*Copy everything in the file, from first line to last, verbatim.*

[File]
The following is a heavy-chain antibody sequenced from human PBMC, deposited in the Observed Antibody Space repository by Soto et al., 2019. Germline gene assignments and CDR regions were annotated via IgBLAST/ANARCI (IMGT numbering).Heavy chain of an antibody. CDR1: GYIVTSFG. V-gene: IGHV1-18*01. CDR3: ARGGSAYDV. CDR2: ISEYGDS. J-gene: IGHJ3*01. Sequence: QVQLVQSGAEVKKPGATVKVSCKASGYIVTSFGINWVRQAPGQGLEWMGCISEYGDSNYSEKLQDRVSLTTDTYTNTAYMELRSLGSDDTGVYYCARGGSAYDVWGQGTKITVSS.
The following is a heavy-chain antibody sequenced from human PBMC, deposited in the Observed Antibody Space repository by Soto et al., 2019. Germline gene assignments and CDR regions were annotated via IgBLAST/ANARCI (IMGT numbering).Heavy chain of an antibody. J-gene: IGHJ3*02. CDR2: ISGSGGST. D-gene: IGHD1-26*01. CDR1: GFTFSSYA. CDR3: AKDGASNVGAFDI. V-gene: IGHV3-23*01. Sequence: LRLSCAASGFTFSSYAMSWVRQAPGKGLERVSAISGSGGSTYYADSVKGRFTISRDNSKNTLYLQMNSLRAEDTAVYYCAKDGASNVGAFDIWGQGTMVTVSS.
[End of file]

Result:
The following is a heavy-chain antibody sequenced from human PBMC, deposited in the Observed Antibody Space repository by Soto et al., 2019. Germline gene assignments and CDR regions were annotated via IgBLAST/ANARCI (IMGT numbering).Heavy chain of an antibody. CDR1: GYIVTSFG. V-gene: IGHV1-18*01. CDR3: ARGGSAYDV. CDR2: ISEYGDS. J-gene: IGHJ3*01. Sequence: QVQLVQSGAEVKKPGATVKVSCKASGYIVTSFGINWVRQAPGQGLEWMGCISEYGDSNYSEKLQDRVSLTTDTYTNTAYMELRSLGSDDTGVYYCARGGSAYDVWGQGTKITVSS.
The following is a heavy-chain antibody sequenced from human PBMC, deposited in the Observed Antibody Space repository by Soto et al., 2019. Germline gene assignments and CDR regions were annotated via IgBLAST/ANARCI (IMGT numbering).Heavy chain of an antibody. J-gene: IGHJ3*02. CDR2: ISGSGGST. D-gene: IGHD1-26*01. CDR1: GFTFSSYA. CDR3: AKDGASNVGAFDI. V-gene: IGHV3-23*01. Sequence: LRLSCAASGFTFSSYAMSWVRQAPGKGLERVSAISGSGGSTYYADSVKGRFTISRDNSKNTLYLQMNSLRAEDTAVYYCAKDGASNVGAFDIWGQGTMVTVSS.